When we hear about U.N. intervention, we usually think about this.
CNN: "The United Nations actually just confirmed today that a third worker of theirs has died from Ebola."
BBC: "The United Nations is investigating the events in Syria to determine whether war crimes and crimes against humanity have been committed."
But not this.
AL JAZEERA: "Today, United Nations officials condemned Detroit's controversial water shutoffs, saying they hurt the city's most vulnerable residents."
Yes, the U.N. sometimes turns its focus on First World nations, especially those with major poverty problems.
And rarely is that problem more obvious in America than in Detroit, where 38 percent of the population lives below the poverty line. That's more than one in every three Detroit citizens.
Despite the fact that the city is surrounded by water, Detroit is in the middle of a water crisis. The city is broke, and its citizens owe millions of dollars to its utility services.
So, in July, Detroit started shutting off the tap to residents who hadn't paid — 27,000 people so far this year.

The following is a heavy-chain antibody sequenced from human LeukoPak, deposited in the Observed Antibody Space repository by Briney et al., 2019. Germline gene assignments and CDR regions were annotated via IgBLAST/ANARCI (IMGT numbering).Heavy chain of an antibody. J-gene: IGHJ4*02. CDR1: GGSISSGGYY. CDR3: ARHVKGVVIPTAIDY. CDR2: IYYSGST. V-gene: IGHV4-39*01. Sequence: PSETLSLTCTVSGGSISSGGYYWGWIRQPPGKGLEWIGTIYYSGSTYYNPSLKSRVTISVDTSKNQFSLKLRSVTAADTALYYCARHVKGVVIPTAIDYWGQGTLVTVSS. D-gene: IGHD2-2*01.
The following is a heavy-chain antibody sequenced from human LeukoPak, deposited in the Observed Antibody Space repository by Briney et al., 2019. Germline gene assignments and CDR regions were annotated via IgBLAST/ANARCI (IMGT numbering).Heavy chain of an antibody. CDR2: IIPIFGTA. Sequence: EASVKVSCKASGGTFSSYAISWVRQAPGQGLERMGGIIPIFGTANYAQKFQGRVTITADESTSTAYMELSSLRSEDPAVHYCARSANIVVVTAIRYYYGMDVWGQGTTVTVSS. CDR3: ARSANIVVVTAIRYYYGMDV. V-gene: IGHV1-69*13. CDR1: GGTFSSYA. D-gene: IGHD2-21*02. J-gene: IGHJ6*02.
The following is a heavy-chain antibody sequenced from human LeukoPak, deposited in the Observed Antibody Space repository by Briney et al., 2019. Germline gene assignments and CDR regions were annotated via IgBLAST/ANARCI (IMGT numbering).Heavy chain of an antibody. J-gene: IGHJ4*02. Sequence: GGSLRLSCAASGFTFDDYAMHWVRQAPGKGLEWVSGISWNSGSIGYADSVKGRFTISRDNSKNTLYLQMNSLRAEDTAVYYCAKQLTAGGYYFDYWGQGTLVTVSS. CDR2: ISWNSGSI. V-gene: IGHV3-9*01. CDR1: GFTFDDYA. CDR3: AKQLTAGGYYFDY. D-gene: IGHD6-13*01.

Now, this is an effect of a lot of other problems facing the city. Massive unemployment has not only led to an exodus from Detroit, meaning fewer utilities customers and higher costs. It also means many of the people still left in Detroit simply don't have the money for bills.
Visiting Detroit Monday, a U.N. official said, "It is contrary to human rights to disconnect water from people who simply do not have the means to pay their bills," and that the cutoffs affect "the most vulnerable and poorest."
At this point, some might ask, "Who said water was a human right?" Actually, the U.N. has — but it's a relatively recent thing. In November 2013, the U.N. General Assembly, including the U.S., voted to recognize water and sanitation as human rights.
But most governments, like the U.S., do have utility services that charge citizens for water. So, water is an internationally-recognized human right, but it's rarely free.
The point being made by the U.N. now is that, without jobs, the people of Detroit have no way of paying for that water. And that it's unfair to increase costs — which the city has done — on Detroit's dwindling population. The city's government has yet to respond.
This video includes images from Getty Images.